DR. MONTESSORI DEMONSTRATED that if children have access to mathematical equipment in their early years, they can easily and joyfully assimilate many facts and skills of arithmetic. On the other hand, these same facts and skills may require long hours of drudgery and drill if they are introduced to them later in the abstract form.
DR. MONTESSORI DESIGNED concrete materials to represent all types of quantities, after she observed that children who become interested in counting like to touch or move the items as they enumerate them. By combining this equipment, separating it, sharing it, counting it, and comparing it, they can demonstrate to themselves the basic operations of mathematics.
CHILDREN IN A MONTESSORI class never sit down to memorize addition and subtraction facts; they never simply memorize multiplication tables. Rather, they learn these facts by manipulating concrete materials to perform these operations. Materials such as Number Rods, The Golden Beads and Fractions lead naturally to abstraction, rather than memorization.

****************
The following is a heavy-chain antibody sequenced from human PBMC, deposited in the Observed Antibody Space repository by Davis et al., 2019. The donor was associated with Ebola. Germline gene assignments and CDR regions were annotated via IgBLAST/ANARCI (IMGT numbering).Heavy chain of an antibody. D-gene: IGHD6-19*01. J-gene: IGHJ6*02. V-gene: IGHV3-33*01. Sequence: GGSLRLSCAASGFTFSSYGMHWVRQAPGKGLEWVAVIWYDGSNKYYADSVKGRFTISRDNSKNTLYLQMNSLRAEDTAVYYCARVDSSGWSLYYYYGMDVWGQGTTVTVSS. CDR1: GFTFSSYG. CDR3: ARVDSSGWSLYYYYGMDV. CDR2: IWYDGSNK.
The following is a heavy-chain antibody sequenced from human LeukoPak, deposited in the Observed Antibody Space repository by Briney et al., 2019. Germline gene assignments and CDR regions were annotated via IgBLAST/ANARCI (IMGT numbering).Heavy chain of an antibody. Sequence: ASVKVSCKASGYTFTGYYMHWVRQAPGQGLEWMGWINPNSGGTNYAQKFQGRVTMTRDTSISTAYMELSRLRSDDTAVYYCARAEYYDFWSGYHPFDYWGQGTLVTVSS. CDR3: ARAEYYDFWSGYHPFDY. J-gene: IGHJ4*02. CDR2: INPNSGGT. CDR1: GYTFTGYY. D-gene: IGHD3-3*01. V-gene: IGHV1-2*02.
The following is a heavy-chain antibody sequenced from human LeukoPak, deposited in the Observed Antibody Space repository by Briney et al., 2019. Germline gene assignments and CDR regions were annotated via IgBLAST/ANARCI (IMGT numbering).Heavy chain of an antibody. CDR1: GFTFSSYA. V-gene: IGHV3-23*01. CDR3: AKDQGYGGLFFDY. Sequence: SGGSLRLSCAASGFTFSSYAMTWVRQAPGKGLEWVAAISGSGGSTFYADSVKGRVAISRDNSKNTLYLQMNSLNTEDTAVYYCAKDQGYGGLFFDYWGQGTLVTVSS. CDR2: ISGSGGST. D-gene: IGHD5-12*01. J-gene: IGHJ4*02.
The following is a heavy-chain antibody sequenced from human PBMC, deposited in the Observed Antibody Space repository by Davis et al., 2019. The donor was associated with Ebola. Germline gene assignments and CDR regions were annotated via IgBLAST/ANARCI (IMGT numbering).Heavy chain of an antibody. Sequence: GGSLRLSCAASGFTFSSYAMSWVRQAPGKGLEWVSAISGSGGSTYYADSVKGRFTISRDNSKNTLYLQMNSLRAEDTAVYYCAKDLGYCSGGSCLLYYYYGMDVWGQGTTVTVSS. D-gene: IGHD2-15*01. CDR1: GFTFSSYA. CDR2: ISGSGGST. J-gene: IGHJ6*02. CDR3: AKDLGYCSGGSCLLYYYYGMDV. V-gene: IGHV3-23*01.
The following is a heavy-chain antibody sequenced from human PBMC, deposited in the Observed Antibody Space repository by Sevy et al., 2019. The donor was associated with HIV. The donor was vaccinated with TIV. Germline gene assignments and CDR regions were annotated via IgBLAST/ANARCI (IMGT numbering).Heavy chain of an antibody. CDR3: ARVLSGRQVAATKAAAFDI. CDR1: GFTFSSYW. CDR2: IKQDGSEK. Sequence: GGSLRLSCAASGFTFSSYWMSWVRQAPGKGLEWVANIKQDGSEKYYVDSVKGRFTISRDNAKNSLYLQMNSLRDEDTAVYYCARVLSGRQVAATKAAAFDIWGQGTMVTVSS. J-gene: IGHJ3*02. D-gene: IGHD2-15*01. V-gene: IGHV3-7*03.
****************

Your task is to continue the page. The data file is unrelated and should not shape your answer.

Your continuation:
WHEN THE CHILDREN WANT TO DO arithmetic, they are given a sheet of paper containing simple problems. They work the problems with appropriate materials and record their results. Similar operations can be performed with a variety of materials. This variety maintains children’s interest while giving them many opportunities for the necessary repetition. As they commit the addition facts and the multiplication tables to memory, they gain a real understanding of what each operation means. In a Montessori classroom there are many materials that can be used for numerization, adding, subtracting, multiplying, and dividing.